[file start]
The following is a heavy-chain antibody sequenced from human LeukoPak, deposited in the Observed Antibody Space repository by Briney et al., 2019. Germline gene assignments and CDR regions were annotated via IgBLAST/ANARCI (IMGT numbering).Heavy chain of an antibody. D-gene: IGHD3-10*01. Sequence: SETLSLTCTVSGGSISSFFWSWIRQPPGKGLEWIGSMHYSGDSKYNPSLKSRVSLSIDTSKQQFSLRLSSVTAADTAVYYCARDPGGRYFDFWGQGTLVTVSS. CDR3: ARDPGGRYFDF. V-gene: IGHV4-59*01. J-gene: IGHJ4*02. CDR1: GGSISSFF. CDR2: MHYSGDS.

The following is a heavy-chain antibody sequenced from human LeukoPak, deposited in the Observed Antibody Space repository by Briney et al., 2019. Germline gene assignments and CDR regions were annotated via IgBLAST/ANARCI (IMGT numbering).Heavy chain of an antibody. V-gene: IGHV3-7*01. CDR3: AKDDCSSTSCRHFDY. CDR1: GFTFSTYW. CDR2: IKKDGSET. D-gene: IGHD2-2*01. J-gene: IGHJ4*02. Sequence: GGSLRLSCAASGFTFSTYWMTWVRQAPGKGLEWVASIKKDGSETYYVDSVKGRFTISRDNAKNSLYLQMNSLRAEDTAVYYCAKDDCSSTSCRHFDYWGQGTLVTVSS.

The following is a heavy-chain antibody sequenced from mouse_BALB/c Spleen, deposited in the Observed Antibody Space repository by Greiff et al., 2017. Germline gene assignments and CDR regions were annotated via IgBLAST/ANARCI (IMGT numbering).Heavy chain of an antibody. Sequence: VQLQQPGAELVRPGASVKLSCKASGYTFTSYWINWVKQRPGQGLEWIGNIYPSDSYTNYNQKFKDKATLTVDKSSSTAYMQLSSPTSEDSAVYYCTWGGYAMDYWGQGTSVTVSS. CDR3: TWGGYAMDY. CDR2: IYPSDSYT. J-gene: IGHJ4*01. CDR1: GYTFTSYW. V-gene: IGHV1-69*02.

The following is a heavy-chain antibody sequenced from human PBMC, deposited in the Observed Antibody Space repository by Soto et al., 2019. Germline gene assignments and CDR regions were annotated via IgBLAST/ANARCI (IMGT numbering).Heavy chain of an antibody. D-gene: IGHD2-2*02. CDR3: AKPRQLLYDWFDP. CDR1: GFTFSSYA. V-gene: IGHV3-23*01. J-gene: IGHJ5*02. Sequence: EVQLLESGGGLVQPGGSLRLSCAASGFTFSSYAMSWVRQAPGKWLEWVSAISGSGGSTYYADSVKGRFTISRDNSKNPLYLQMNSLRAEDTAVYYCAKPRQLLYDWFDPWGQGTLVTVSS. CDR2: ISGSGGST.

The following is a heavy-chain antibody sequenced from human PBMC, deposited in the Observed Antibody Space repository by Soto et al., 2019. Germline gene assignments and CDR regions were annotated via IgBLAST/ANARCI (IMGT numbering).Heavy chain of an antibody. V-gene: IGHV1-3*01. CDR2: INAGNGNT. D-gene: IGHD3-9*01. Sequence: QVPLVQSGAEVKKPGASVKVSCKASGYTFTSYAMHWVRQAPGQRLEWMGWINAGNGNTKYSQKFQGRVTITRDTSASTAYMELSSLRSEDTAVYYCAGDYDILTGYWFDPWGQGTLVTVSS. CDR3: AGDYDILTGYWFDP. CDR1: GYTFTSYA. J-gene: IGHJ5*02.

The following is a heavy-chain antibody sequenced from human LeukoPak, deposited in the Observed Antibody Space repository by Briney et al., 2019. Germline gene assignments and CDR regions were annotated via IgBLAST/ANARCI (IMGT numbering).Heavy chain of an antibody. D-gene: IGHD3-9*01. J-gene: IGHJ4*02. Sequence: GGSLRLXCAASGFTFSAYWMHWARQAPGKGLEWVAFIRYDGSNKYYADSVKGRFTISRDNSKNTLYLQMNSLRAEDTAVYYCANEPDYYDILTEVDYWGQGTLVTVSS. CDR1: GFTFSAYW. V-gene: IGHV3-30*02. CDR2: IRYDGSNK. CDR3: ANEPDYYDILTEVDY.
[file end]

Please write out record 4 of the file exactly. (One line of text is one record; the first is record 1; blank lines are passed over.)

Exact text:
The following is a heavy-chain antibody sequenced from human PBMC, deposited in the Observed Antibody Space repository by Soto et al., 2019. Germline gene assignments and CDR regions were annotated via IgBLAST/ANARCI (IMGT numbering).Heavy chain of an antibody. D-gene: IGHD2-2*02. CDR3: AKPRQLLYDWFDP. CDR1: GFTFSSYA. V-gene: IGHV3-23*01. J-gene: IGHJ5*02. Sequence: EVQLLESGGGLVQPGGSLRLSCAASGFTFSSYAMSWVRQAPGKWLEWVSAISGSGGSTYYADSVKGRFTISRDNSKNPLYLQMNSLRAEDTAVYYCAKPRQLLYDWFDPWGQGTLVTVSS. CDR2: ISGSGGST.